- Elizabeth Wheeler, North Carolina State University

  11. "Thanks for the excellent website. It has been an invaluable resource in my senior research project  (undergrad Environmental Science) at Capital University. The site has excellent organization and is very user friendly. Dendro is a fascinating field; thanks for making it easier to understand."
    - Jack Byrom, Capital University, Columbus, Ohio

  12. "Just wanted to drop a line or two your way to say thank you for the fun and informative site!  I am a home-schooling mom of a first grader who found your site via the education index online. We are studying trees presently and have fallen in love with the great pictures you have provided. Your passion and enthusiasm really show. Thank you for sharing!"
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  13. "Many thanks for the great web site. I have just started a tree ring project at UC Davis and have found the site to be a tremendous resource. What a concept, a useful web site!!"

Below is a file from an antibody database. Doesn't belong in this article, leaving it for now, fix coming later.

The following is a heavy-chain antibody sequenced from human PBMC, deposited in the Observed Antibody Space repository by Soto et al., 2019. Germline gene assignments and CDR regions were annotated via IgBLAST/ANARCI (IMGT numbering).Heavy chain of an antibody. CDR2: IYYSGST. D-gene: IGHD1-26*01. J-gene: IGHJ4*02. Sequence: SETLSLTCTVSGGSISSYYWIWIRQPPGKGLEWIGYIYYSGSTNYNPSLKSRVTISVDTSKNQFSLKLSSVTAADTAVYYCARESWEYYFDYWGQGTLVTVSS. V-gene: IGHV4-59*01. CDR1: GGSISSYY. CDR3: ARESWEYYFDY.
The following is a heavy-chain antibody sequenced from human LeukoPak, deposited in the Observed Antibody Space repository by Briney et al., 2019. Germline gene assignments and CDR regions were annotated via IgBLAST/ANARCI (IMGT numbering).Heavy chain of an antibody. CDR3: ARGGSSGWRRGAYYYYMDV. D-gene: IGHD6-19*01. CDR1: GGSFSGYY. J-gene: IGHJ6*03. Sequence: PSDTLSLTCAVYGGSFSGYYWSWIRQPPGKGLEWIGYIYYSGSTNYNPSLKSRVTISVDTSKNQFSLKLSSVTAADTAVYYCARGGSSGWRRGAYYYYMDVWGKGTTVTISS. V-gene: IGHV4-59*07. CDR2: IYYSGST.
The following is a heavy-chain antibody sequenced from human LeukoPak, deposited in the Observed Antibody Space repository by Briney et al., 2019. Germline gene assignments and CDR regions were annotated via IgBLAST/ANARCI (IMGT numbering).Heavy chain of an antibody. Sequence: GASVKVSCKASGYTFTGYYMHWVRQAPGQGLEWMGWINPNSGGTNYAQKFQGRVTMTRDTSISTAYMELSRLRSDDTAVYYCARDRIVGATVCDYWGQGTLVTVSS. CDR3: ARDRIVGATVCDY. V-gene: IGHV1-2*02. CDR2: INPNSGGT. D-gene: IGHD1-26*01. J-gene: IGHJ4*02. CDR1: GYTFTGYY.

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  16. "I recently came across your wonderful dendrochronology website and found the information in it to be very useful to me!"
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  19. "Your page is indeed the best around, and it helped me a lot for getting a better idea of tree ring research!
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    - Forrest M. Mims III, Seguin, Texas

  27. "Thank you so much for your web page on Dendrochronology. I’m doing a research paper for my ninth grade English class, and I’ve been looking for a website that explained the methods of tree-ring dating used in one of my resources. Thank you for making the information easy to obtain and understand!"